(13-11-2014 01:03 PM)Free Wrote:  It's almost like something is "pulling" those items further away.
No, it can't be that.

When you say "away" what is it that you think things are moving away from?
Please don't say the point of origin because we cannot trace the current trajectories backwards and agree upon a point of origin. If we attempt this then we come up with the answer that Earth is at the center of the universe and everything is moving away from us.

They are moving away from all objects- including earth- that are not accelerating. If we went 4 light years away, the appearance would be very much the same.

Quote:
(13-11-2014 01:03 PM)Free Wrote:  If we theorize that "outside" the inflation an existence was present, and if that existence was some kind of electromagnetic force, then it would make perfect sense as to why those items would be traveling faster.
By your model you have Earth at the dead center of some very large hollowed out Sphere shell. You have this shell emanating some always attractive electromagnetic force and hence all energy and matter is accelerating towards it while Earth is perfectly balanced in the middle.

No, I don't.

Quote:Problems with this model:
Electromagnetic for isn't always attractive, it has +ve and -ve charge, positives attract negatives, negatives attract positives, positives repel positives, negatives repel negatives. Within the universe we have substances that are positive, negative and neutral however they are all "attracted" to this great Shell (of your model).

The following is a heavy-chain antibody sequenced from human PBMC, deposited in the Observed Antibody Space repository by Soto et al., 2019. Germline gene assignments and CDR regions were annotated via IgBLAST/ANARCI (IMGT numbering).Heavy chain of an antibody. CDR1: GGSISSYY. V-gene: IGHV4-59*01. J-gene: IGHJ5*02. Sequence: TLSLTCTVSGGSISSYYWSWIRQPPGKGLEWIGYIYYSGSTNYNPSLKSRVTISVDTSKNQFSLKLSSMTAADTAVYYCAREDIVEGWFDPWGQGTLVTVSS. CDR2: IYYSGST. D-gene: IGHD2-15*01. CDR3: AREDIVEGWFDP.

Electromagnetic force does not have the range that gravity has. We wouldn't be getting this linear correlation of distance to speed that we are seeing.

It is highly unlikely that Earth is at the center of the universe. cljr has presented some studies that show it is impossible given observation from the background radiation that Earth is at the center.

Even if Earth was at the center, all it would take is a slight deviation and then over billions of years Earth would be moved well away from the center.

Firstly, I do not believe that earth is at the center at all. I have no idea where earth is positioned in the scheme of things.

Secondly, electromagnetic force may not need the range that gravity has, but is only affecting the distant objects because they, of themselves, are in range.

Quote:
(13-11-2014 01:03 PM)Free Wrote:  Just a theory though, we do not know.

Imagine the point of origin of the Big Bang being surrounded by an electromagnetic field?
We know that your idea is incorrect.
Space is expanding uniformly everywhere. It is not being attracted to an "outside" force.

The expansion of "space" is my entire problem with the expansion theory. Everything else is fine, but since we cannot actually observe space expansion, all we have to go on is the theory.

But also, I am not speaking of "space" itself being attracted to a possible outside force, but only the observable objects.

And also, if space is expanding uniformly everywhere, why then are near objects not also accelerating from each other?